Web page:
HBW Insight is part of Informa PLC

This site is operated by a business or businesses owned by Informa PLC and all copyright resides with them. Informa PLC’s registered office is 5 Howick Place, London SW1P 1WG. Registered in England and Wales. Number 8860726.

This copy is for your personal, non-commercial use. For high-quality copies or electronic reprints for distribution to colleagues or customers, please call +44 (0) 20 3377 3183

Printed By

UsernamePublicRestriction
UsernamePublicRestriction

Canada regulates siloxanes

This article was originally published in The Rose Sheet

Executive Summary

The Canadian environment ministry has declared D4 and D5 siloxanes "substances of concern" and will set a concentration threshold for the ingredients, which are found in many personal-care products, Environment Canada announces Jan. 30. The limit will be developed for consumer products and for wastewater under Canada's Chemical Management Plan. The Canadian government says that while siloxanes are not a risk to human health when used in personal-care products, they are entering the environment in "relatively large quantities" and may harm fish and aquatic organisms. Environmental Working Group notes that this move is the first action against siloxanes taken by any country and urges U.S. Environmental Protection Agency to conduct an assessment of the chemicals, asserting that their persistence in the environment may cause them to enter the food chain and could pose "significant, long-term risks to human health as well." Canada requires nanotech data: Health Canada is poised to implement rules that would require companies to detail their use of engineered nanomaterials, according to the Project on Emerging Nanotechnologies of the Woodrow Wilson Center for Scholars. Canada will be the first country in the world to take such action, PEN says. Companies that manufactured or imported more than one kilogram of nanomaterials during 2008 will be subject to the one-time request; information submitted will be used by Canadian regulatory authorities to determine the risks of nanomaterials and to guide the development of appropriate environmental, health and safety requirements. "This decision by Canada-to establish the world's first national mandatory nanoscale materials reporting requirement for companies-is an important step toward ensuring that nanotechnology regulation is driven by accurate information and high-quality science," says Andrew Maynard, PEN chief science advisor

You may also be interested in...



Campaign comes down on FDA

"FDA appears to still be operating under Bush-era tactics of secrecy and delay," based on the absence of any public statement, report or action from the agency related to lead in popular lipstick brands, which the Campaign for Safe Cosmetics brought to FDA's attention more than a year ago, rep Stacy Malkan says. On the other hand, the Canadian government is evaluating next steps after notifying public of lead in children's face paint, Campaign says, also pointing to Canada's action with regard to D4 and D5 siloxanes - which have been named "substances of concern" due to their environmental impact - as evidence that FDA is lagging behind its neighbor when it comes to personal-care regulation (1"The Rose Sheet" Feb. 9, 2009, In Brief). FDA "does not conduct routine safety testing of personal-care products and does not publicly report information in a timely manner - as evidenced by the lead-in-lipstick situation," the watchdog group says. The Campaign's October 2007 "Poison Kiss" study detected lead in 61% of lipsticks tested; three senators including John Kerry, D-Mass., reacted with a letter to FDA requesting that the agency "take immediate action" to protect the public. However, the American Council on Science and Health went on to name "toxic lipstick" the No. 1 "unfounded health scare" of 2007, and in March 2008 the California Attorney General recommended against Prop 65 action targeting manufacturers of lipsticks with lead concentrations lower than 5 ppm (2"The Rose Sheet" Jan. 7, 2008, p. 4). The Campaign maintains that "lead in any amount is a health concern ... and pregnant women and children are particularly vulnerable.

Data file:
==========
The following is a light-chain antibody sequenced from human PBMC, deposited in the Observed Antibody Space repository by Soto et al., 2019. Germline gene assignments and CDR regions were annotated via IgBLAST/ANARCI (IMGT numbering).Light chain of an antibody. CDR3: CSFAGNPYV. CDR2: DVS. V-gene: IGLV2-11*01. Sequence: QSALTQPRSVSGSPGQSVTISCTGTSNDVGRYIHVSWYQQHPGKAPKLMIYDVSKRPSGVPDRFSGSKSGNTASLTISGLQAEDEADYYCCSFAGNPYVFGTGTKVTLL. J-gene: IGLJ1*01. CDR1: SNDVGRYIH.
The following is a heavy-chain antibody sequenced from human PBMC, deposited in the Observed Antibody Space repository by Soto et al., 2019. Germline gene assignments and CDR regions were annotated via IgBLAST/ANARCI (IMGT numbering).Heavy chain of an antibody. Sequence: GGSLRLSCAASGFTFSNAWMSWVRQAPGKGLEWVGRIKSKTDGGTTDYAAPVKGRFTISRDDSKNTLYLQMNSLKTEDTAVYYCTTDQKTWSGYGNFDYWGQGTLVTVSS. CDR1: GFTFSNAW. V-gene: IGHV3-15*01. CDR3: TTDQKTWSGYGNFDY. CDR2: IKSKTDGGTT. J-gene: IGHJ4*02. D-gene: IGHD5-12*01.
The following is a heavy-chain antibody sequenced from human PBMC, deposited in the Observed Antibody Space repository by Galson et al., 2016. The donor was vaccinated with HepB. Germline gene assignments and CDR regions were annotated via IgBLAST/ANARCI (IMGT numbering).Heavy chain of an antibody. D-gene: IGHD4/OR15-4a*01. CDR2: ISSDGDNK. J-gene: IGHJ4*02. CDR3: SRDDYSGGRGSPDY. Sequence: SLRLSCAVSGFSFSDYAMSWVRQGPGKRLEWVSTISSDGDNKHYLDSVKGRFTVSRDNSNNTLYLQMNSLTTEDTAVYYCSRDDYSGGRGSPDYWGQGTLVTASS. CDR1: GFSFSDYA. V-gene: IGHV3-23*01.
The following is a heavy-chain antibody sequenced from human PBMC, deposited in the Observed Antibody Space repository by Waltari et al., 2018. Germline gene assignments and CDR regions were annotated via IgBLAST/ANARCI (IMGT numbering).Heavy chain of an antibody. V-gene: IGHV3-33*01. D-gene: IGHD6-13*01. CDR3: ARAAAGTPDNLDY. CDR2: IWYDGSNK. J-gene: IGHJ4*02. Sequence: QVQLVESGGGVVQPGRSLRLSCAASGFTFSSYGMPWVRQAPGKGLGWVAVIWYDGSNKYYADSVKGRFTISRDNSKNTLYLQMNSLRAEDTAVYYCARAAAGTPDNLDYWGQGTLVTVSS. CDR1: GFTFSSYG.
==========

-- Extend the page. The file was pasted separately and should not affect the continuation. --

Data For Two HER2-Positive Breast Cancer Drugs Impress, Including On Overall Survival

AstraZeneca/Daiichi Sankyo and Seattle Genetics presented exciting data at SABCS on drugs that extended survival in patients who had exhausted most treatment options.

The FDA Builds On Lessons Learned In Rebuilding Quality Metrics Program

US FDA officials tell industry that implementing a quality metrics program is an agency priority and that a rejiggered program will incorporate various elements of other quality metrics initiatives being piloted by the agency, industry and academia.

UsernamePublicRestriction

Register

RS015942

Ask The Analyst

Please Note: You can also Click below Link for Ask the Analyst
Ask The Analyst

Your question has been successfully sent to the email address below and we will get back as soon as possible. my@email.address.

All fields are required.

Please make sure all fields are completed.

Please make sure you have filled out all fields

Please make sure you have filled out all fields

Please enter a valid e-mail address

Please enter a valid Phone Number

Ask your question to our analysts

Cancel